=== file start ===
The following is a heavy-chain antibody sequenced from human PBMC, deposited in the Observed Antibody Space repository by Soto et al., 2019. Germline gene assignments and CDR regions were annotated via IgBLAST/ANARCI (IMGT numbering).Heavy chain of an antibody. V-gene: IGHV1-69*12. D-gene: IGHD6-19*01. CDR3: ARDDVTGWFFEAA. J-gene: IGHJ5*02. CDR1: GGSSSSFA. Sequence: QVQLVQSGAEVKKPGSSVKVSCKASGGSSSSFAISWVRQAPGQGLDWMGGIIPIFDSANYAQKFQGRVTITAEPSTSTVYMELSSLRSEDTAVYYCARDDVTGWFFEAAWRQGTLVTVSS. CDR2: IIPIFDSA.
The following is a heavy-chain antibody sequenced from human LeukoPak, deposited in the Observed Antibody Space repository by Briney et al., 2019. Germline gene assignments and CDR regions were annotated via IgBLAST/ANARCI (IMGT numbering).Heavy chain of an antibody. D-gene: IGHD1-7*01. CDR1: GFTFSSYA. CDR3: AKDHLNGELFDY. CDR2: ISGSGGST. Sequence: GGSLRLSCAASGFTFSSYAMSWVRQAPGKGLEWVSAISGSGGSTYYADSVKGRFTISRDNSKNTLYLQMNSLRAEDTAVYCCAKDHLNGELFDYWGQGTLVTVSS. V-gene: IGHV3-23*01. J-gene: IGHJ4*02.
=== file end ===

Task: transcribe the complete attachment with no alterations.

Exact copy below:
The following is a heavy-chain antibody sequenced from human PBMC, deposited in the Observed Antibody Space repository by Soto et al., 2019. Germline gene assignments and CDR regions were annotated via IgBLAST/ANARCI (IMGT numbering).Heavy chain of an antibody. V-gene: IGHV1-69*12. D-gene: IGHD6-19*01. CDR3: ARDDVTGWFFEAA. J-gene: IGHJ5*02. CDR1: GGSSSSFA. Sequence: QVQLVQSGAEVKKPGSSVKVSCKASGGSSSSFAISWVRQAPGQGLDWMGGIIPIFDSANYAQKFQGRVTITAEPSTSTVYMELSSLRSEDTAVYYCARDDVTGWFFEAAWRQGTLVTVSS. CDR2: IIPIFDSA.
The following is a heavy-chain antibody sequenced from human LeukoPak, deposited in the Observed Antibody Space repository by Briney et al., 2019. Germline gene assignments and CDR regions were annotated via IgBLAST/ANARCI (IMGT numbering).Heavy chain of an antibody. D-gene: IGHD1-7*01. CDR1: GFTFSSYA. CDR3: AKDHLNGELFDY. CDR2: ISGSGGST. Sequence: GGSLRLSCAASGFTFSSYAMSWVRQAPGKGLEWVSAISGSGGSTYYADSVKGRFTISRDNSKNTLYLQMNSLRAEDTAVYCCAKDHLNGELFDYWGQGTLVTVSS. V-gene: IGHV3-23*01. J-gene: IGHJ4*02.